unit of Cherokee social structure was the town, which was
the center for ceremonies. Many of these ceremonies revolved around
food. The Cherokees were both hunter-gatherers and agriculturalists.
Archaeological records show that their diet was very rich but consisted
largely of several varieties of corn. Important ceremonies revolved
around the planting, growing and harvesting of the corn and other
crops. In addition, hunting provided deer, elk, deer, wood bison
and bear providing needed protein to their diet. Small game and
birds were also plentiful and provided variety
Many types of
berries were gathered, along with cattails, and other edible plants.
Nuts of many varieties were also gathered and many of these foods
were often stored in cache pits for later use.
source of food was aquatic animals and fish, including bass, carp,
catfish crappies, drumfish, pike and trout. Edible sheelfish such
as mussels, snails and periwinkles were also on the menu.
Duties for clearing
the fields were largely done by the men, while women were responsible
for the planting and care of the fields. The harvesting duties were
shared by both men and women. The Cherokees understood the need
to "rotate" fields so that they could replenish essential
minerals removed by crops such as corn which tend to deplete the
soil if overused.
greatly in the religious life of the Cherokee and there were ceremonies,
such as for the first corn harvested, the Green Corn Ceremony, that
had both social and religious significance. The fact that part of
the Green Corn ceremony was to protect themselves from getting sick
from eating green corn shows that they were fully aware of the ill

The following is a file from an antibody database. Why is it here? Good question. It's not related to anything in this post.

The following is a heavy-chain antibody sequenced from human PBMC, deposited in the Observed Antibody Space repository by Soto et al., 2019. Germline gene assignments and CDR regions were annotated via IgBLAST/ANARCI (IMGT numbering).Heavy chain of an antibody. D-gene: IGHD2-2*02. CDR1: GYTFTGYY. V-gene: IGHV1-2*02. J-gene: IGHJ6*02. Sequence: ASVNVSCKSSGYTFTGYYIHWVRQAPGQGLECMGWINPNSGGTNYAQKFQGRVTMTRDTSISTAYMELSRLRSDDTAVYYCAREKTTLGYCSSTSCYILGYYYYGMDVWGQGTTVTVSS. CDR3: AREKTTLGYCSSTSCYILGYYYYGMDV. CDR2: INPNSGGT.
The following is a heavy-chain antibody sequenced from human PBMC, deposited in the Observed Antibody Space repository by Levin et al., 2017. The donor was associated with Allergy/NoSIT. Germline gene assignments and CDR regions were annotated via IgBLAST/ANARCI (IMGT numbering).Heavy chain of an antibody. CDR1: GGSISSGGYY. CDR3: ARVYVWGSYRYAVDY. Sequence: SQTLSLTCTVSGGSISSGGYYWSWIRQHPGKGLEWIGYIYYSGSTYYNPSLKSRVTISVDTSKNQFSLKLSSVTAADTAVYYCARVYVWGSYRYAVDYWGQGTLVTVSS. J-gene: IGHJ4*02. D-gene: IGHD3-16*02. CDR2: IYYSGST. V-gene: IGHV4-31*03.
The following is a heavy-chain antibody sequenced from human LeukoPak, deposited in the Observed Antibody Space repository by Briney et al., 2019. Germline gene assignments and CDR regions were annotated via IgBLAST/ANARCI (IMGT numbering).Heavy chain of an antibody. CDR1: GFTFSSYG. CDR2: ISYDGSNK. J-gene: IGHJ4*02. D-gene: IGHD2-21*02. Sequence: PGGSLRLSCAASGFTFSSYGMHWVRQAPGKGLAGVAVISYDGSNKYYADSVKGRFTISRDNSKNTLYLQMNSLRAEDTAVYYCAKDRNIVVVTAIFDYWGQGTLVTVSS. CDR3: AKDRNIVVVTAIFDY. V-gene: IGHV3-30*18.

effects of eating corn which is not yet ripened. In addition, the
Green Corn ceremony symbolically commemorates the death and resurrecion
of Selu, the Corn Mother (se-lu 'corn') and included all night dancing.
There was another ceremony in the fall for the harvest of fully
ripe corn, some of which was dried for storage or ground into flour.
were keen observers of their environment with a deep
knowledge of the uses of all the plants, herbs and animals they
encountered in their everyday life. They were also aware of the
need for conservation and for living harmoniously with nature.
the summer were of deeper religious significance than
those in the winter, which could become more humorous or social
nature. Certain ceremonies recognized the need for ritual purification
or for the forgiving of past greivances. One important ceremony,
the Cementation or Reconciliation Ceremony, not only involved the
purification of the town, but the formal establishment of new friendships
through the exchange of gifts. All of these ceremonies lent themselves
to reconnecting the social solidarity of the town.
occurred on a regular basis and included dances such as the Bear
Dance, which could only be performed during the time when the bears
were in hibernation. The winter was also the time for storytelling.
The Cherokees have a very rich traditon of storytelling which were
told for a variety of reasons. There were stories to amuse, to tease,
to educate or to instruct children on proper moral behavior.
and play were not considered separate and often ceremonies and actvities
were of a dual nature, incorporating religion
into every aspect of life.
Given the deep knowledge of the Cherokee of their own environment
and the ceremonies that they use to mark the changing of the seasons,
what does it tell you about their society and what they view as
Is making a special time for forgiving others, making new friendships
and for passing on lessons about how to be a good member of your
society something we could learn from the Cherokees?